Diesner and Underwood to present research at Cultural Analytics 2017

Ted Underwood
Ted Underwood, Professor
Jana Diesner
Jana Diesner, Associate Professor and PhD Program Director

Assistant Professor Jana Diesner and Professor Ted Underwood will present at Cultural Analytics 2017, a symposium devoted to new research in the fields of computational and data-intensive cultural studies, which will be held at the University of Notre Dame on May 26-27.

Diesner will give the talk, "Impact Assessment of Information Products and Data Provenance," on May 26. Her talk explores the question of how we can assess the impact of information products on people beyond relying on count metrics and by analyzing the substance of user-generated content. Diesner also addresses how limitations with the collection, quality, and provenance of large-scale social interaction data impact research outcomes and how we can measure these effects. 

From the abstract: I present our work on developing new computational solutions for identifying the impact of information products on people by leveraging theories from linguistics and the social sciences as well as methods from natural language processing and machine learning. I focus on a study where we developed and evaluated a theoretically grounded categorization schema, codebook, corpus annotation, and prediction model for detecting multiple practically relevant types of impact that documentary films can have on individuals, such as change versus reaffirmation of people’s behavior, cognition, and emotions. This work uses reviews as a form of user-generated content. We use linguistic, lexical, and psychological features for supervised learning; achieving an accuracy rate of about 81%.

Underwood will present "Bestsellers and Critical Favorites 1850-1949" on May 27. His talk uses a collection of 1,200 volumes to show how the divide between popularity and prestige emerged, very gradually, over the course of a century. "Today we take it for granted that the mass market wants an entirely different kind of fiction than literary critics prefer," he said. "In the nineteenth century, that divide wasn't so clear: Charles Dickens, for instance, pleased both audiences."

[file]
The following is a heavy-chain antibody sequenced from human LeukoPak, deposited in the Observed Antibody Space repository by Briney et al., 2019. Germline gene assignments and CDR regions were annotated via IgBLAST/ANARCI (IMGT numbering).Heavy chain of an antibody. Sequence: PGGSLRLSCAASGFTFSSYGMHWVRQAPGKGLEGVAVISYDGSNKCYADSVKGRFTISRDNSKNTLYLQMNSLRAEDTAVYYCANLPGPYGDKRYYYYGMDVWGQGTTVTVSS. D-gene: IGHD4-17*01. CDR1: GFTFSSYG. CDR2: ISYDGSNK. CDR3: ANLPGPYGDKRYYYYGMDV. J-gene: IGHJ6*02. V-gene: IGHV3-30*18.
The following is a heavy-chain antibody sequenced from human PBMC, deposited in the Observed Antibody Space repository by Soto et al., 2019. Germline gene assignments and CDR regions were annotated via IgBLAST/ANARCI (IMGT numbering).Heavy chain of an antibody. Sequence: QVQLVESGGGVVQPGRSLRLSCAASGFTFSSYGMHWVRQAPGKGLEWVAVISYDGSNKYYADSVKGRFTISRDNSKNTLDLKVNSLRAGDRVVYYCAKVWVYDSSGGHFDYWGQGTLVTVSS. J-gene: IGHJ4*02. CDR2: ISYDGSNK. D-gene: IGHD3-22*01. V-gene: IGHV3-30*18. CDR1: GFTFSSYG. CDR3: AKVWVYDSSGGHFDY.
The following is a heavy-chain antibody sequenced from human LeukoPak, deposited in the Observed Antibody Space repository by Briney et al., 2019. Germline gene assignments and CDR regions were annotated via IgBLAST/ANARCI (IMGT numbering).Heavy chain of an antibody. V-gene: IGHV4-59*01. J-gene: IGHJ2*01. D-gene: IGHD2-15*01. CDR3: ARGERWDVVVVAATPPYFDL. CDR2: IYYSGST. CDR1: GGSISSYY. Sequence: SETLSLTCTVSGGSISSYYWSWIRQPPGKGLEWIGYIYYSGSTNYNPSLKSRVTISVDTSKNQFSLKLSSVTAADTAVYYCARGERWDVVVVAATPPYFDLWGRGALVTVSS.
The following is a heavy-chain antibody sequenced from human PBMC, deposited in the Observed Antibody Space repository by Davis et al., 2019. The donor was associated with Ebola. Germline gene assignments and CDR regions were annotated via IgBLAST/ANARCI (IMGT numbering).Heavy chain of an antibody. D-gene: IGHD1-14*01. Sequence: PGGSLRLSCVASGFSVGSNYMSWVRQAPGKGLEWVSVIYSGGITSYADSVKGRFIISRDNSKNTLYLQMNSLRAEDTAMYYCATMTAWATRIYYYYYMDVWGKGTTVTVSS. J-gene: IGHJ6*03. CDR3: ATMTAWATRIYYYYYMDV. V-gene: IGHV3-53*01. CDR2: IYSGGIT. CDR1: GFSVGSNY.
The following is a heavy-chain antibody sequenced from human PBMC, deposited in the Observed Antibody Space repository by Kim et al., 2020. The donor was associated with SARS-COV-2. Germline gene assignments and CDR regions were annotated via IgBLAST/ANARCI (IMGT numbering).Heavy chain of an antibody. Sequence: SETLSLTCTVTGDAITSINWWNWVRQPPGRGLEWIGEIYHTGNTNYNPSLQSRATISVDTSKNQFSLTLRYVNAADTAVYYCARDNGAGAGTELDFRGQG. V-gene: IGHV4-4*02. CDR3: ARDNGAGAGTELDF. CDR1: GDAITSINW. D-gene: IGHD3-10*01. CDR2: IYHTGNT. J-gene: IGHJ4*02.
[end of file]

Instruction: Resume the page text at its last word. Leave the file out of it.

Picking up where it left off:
Abstract: An article modeling prestige in poetry 1820-1919 recently appeared in MLQ; this is the second part of that project, on fiction. Our sources for the reception of fiction are richer than for poetry, so we're able to add a new dimension to the project by contrasting different kinds of prominence. We look at a subset of texts reviewed in elite periodicals, but also a subset of bestsellers, and a subset of pulp magazines. Some aspects of change are the same in poetry and fiction: critical standards change slowly, and literature seems to move in the direction of critical judgment steadily across long timelines. But considering different kinds of prominence makes literary stratification more visible. When you look at any single measure of prominence, it’s hard to detect Huyssen's "great divide" between elite and mass culture: critical favorites are not easier to pick out in the twentieth century than they were in the nineteenth; neither are bestsellers. But we do find clues that different forms of prominence diversified, and became less tightly correlated with each other, in the early decades of the twentieth century.

Diesner is an expert in network science, natural language processing, machine learning, and human-centered data science. She was a 2015-16 faculty fellow at the National Center for Supercomputing Applications (NCSA) at Illinois and is currently a research fellow in the Dori J. Maynard Senior Research Fellows program, which is a collaboration of The Center for Investigative Reporting and The Robert C. Maynard Institute for Journalism Education. She holds a PhD from the Computation, Organizations and Society (COS) program at Carnegie Mellon University's School of Computer Science.

Underwood is a professor in the iSchool and also holds an appointment with the Department of English in the College of Liberal Arts and Sciences. He is the author of two books about literary history, including most recently Why Literary Periods Mattered (Stanford, 2013). His articles have appeared in PMLA, Representations, MLQ, and Cultural Analytics. He is currently collaborating with HathiTrust Research Center and finishing a book to be called The Horizon of Literary History.

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